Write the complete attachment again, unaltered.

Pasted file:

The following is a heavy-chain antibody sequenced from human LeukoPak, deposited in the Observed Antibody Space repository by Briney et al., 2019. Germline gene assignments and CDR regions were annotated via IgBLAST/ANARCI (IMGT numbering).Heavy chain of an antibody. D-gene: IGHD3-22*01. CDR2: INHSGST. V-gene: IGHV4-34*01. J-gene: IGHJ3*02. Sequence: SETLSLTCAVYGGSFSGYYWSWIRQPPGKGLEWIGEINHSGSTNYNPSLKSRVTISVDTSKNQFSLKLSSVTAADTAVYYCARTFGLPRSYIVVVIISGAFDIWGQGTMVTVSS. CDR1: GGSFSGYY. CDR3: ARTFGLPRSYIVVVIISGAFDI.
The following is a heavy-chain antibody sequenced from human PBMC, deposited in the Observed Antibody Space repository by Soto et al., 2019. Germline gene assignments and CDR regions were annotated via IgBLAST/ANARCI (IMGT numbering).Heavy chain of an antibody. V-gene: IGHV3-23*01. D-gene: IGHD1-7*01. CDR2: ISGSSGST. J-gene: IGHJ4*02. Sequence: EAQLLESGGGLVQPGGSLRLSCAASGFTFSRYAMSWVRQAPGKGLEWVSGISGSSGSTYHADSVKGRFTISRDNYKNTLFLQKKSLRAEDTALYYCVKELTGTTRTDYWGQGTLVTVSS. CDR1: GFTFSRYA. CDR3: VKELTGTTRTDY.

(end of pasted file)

The following is a heavy-chain antibody sequenced from human LeukoPak, deposited in the Observed Antibody Space repository by Briney et al., 2019. Germline gene assignments and CDR regions were annotated via IgBLAST/ANARCI (IMGT numbering).Heavy chain of an antibody. D-gene: IGHD3-22*01. CDR2: INHSGST. V-gene: IGHV4-34*01. J-gene: IGHJ3*02. Sequence: SETLSLTCAVYGGSFSGYYWSWIRQPPGKGLEWIGEINHSGSTNYNPSLKSRVTISVDTSKNQFSLKLSSVTAADTAVYYCARTFGLPRSYIVVVIISGAFDIWGQGTMVTVSS. CDR1: GGSFSGYY. CDR3: ARTFGLPRSYIVVVIISGAFDI.
The following is a heavy-chain antibody sequenced from human PBMC, deposited in the Observed Antibody Space repository by Soto et al., 2019. Germline gene assignments and CDR regions were annotated via IgBLAST/ANARCI (IMGT numbering).Heavy chain of an antibody. V-gene: IGHV3-23*01. D-gene: IGHD1-7*01. CDR2: ISGSSGST. J-gene: IGHJ4*02. Sequence: EAQLLESGGGLVQPGGSLRLSCAASGFTFSRYAMSWVRQAPGKGLEWVSGISGSSGSTYHADSVKGRFTISRDNYKNTLFLQKKSLRAEDTALYYCVKELTGTTRTDYWGQGTLVTVSS. CDR1: GFTFSRYA. CDR3: VKELTGTTRTDY.